According to a report by New York Times, the Xi Jinping leadership is trying to win the support of Jared Kushner, U.S. President Trump’s senior political adviser and son-in-law.
Xi, as one of China’s political princelings, has high-level family ties to the Communist Party of China. In a distinctive Chinese princeling action, Xi has built firm “back channel” relations to Kushner, who debatably has an equivalent Chinese princeling role in American politics.
In the United States, ethics and nepotism issues were raised with Kushner’s role as an adviser in the White House. Despite all this, Chinese officials deem Kushner as a better means to advance their interests than the State Department, given that the senior adviser is a member of Trump family.
For instance, the upcoming Xi-Trump meeting at the Mar-a-Lago, the “Southern White House” in Florida, has been planned at large by Kushner and Cui Tiankai, Chinese Ambassador to the U.S.
Kushner has also reportedly arranged a phone call between the two presidents to somehow mend the ties. Trump has previously accused China of unfair trade policies during his campaign and afterward refused to abide by the “One China” Policy on Taiwan as U.S. President.
To make a casual setting, Kushner and Cui decided to conduct next week’s meeting at Trump’s golf club over a more official location. The Times said that instead of sending a U.S.-China joint statement to diplomatic officials, Cui has apparently sent the statement straight to Kushner.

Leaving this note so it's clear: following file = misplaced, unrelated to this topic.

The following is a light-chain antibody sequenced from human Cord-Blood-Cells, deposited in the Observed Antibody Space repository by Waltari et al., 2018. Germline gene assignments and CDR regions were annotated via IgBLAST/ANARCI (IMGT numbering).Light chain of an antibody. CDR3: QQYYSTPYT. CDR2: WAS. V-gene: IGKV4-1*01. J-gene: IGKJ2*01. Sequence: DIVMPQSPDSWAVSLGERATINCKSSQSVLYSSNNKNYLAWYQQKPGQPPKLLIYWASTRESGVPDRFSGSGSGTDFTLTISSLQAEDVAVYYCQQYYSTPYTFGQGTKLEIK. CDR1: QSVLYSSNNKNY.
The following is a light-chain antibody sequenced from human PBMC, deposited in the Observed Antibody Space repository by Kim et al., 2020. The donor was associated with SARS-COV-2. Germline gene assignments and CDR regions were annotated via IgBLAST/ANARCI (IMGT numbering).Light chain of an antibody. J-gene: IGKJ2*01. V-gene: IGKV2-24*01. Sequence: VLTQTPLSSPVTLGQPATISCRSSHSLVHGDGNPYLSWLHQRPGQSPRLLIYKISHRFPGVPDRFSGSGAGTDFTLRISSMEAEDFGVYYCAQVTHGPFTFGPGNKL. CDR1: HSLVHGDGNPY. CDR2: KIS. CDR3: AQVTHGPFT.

Princelings, for a long time, have molded Chinese politics. They exercise political influence over their family either through birth or through marriage. For example, Xi is the son of a Communist pioneer who was later eliminated by Mao Zedong.
Another example is Wang Qishan who became a princeling politician through marriage. Wang is a member of China’s Politburo Standing Committee who led the anti-corruption operations under Xi.
Kushner, as a highly dependable family asset to Trump, is a resemblance of the ideal son-in-law in influential Chinese families.
China has also gained favor from Kushner’s wife, Ivanka. The Chinese Embassy in Washington DC had invited Ivanka and Arabella, the couple’s daughter, for the Chinese New Year celebrations. A video of the presidential granddaughter singing in Mandarin went viral on Chinese social media sites.
Chinese media have also given Kushner a variety of names. Among these are America’s “first son-in-law,” “a more trusted son than Trump’s own sons” and, regarding his figure, “a fresh breeze in the world of potbellied CEOs.”
The Xi Jinping leadership hopes to strengthen China-U.S. relations to the U.S. princeling, Jared Kushner.